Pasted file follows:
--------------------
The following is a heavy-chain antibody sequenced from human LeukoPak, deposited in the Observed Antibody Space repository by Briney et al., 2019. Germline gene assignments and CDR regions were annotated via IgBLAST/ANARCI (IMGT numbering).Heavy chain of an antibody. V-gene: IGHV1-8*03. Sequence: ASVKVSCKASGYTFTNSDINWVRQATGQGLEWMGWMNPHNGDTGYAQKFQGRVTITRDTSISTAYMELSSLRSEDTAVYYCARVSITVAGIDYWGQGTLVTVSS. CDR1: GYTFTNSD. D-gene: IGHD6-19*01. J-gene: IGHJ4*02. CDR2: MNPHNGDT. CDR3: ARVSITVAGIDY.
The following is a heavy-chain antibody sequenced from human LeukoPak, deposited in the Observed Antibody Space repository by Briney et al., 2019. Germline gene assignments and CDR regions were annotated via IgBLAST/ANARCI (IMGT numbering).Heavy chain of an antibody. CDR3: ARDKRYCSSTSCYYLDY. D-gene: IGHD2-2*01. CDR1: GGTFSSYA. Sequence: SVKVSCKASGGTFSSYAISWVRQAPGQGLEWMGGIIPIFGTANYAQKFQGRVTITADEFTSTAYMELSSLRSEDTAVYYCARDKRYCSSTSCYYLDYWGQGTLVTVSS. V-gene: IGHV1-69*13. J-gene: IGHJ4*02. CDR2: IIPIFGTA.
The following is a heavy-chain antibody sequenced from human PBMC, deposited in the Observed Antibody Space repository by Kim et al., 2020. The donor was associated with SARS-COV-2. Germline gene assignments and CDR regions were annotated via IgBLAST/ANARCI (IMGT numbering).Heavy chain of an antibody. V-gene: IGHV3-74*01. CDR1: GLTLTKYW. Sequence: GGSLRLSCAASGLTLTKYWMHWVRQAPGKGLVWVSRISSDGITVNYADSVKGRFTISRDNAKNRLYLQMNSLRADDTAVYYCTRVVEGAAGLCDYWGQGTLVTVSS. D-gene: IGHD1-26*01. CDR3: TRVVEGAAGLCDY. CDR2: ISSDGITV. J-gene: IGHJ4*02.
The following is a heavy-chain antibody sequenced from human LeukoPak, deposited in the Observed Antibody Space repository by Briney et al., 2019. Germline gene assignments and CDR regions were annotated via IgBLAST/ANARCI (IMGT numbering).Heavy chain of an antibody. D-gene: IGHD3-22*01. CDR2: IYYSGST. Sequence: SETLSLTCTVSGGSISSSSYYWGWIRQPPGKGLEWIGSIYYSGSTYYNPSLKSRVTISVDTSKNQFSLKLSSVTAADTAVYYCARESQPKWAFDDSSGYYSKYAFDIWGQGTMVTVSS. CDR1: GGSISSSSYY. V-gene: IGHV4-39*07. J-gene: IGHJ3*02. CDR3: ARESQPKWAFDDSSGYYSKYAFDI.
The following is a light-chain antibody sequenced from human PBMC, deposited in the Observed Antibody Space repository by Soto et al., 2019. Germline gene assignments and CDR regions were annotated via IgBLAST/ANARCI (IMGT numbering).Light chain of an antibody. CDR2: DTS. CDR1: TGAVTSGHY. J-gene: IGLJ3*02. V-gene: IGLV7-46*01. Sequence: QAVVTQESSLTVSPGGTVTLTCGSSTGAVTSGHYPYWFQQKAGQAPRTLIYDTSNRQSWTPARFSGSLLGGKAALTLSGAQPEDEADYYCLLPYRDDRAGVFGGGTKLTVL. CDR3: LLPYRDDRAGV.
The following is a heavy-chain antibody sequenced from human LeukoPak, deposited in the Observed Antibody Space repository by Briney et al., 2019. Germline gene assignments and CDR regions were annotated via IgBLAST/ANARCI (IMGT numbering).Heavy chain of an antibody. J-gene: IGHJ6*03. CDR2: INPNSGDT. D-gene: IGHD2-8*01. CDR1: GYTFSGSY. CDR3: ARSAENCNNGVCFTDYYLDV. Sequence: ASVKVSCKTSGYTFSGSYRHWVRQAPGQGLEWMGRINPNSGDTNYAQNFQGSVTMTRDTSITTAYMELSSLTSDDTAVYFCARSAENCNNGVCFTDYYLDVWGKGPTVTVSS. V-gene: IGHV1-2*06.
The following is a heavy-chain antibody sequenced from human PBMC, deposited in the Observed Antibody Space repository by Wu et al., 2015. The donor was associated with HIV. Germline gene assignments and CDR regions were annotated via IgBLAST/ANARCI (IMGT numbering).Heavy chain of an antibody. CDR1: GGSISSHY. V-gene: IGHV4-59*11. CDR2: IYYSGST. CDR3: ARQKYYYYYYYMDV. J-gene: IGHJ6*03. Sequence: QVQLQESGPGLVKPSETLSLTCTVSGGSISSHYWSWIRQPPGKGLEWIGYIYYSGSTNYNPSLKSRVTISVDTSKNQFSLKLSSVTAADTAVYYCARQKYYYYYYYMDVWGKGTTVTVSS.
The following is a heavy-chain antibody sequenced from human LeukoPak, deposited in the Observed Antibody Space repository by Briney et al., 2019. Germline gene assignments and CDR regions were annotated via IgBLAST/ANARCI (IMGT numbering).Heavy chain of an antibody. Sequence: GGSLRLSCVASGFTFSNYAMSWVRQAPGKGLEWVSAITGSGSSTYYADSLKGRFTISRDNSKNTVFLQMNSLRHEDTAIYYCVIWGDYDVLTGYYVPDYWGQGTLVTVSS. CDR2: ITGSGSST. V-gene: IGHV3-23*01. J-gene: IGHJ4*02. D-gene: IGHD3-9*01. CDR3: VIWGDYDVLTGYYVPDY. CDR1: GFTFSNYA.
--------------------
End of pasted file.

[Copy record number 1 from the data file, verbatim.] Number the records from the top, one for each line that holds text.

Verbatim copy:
The following is a heavy-chain antibody sequenced from human LeukoPak, deposited in the Observed Antibody Space repository by Briney et al., 2019. Germline gene assignments and CDR regions were annotated via IgBLAST/ANARCI (IMGT numbering).Heavy chain of an antibody. V-gene: IGHV1-8*03. Sequence: ASVKVSCKASGYTFTNSDINWVRQATGQGLEWMGWMNPHNGDTGYAQKFQGRVTITRDTSISTAYMELSSLRSEDTAVYYCARVSITVAGIDYWGQGTLVTVSS. CDR1: GYTFTNSD. D-gene: IGHD6-19*01. J-gene: IGHJ4*02. CDR2: MNPHNGDT. CDR3: ARVSITVAGIDY.